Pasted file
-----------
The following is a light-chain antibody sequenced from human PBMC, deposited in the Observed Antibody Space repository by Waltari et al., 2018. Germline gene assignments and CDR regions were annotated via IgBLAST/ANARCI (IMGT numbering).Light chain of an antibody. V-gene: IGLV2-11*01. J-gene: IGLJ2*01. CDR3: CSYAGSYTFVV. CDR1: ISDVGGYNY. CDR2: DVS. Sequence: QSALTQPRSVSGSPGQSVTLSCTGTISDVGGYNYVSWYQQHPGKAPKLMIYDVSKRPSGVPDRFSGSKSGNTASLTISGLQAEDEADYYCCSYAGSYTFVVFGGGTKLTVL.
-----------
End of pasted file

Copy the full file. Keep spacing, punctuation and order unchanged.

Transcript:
The following is a light-chain antibody sequenced from human PBMC, deposited in the Observed Antibody Space repository by Waltari et al., 2018. Germline gene assignments and CDR regions were annotated via IgBLAST/ANARCI (IMGT numbering).Light chain of an antibody. V-gene: IGLV2-11*01. J-gene: IGLJ2*01. CDR3: CSYAGSYTFVV. CDR1: ISDVGGYNY. CDR2: DVS. Sequence: QSALTQPRSVSGSPGQSVTLSCTGTISDVGGYNYVSWYQQHPGKAPKLMIYDVSKRPSGVPDRFSGSKSGNTASLTISGLQAEDEADYYCCSYAGSYTFVVFGGGTKLTVL.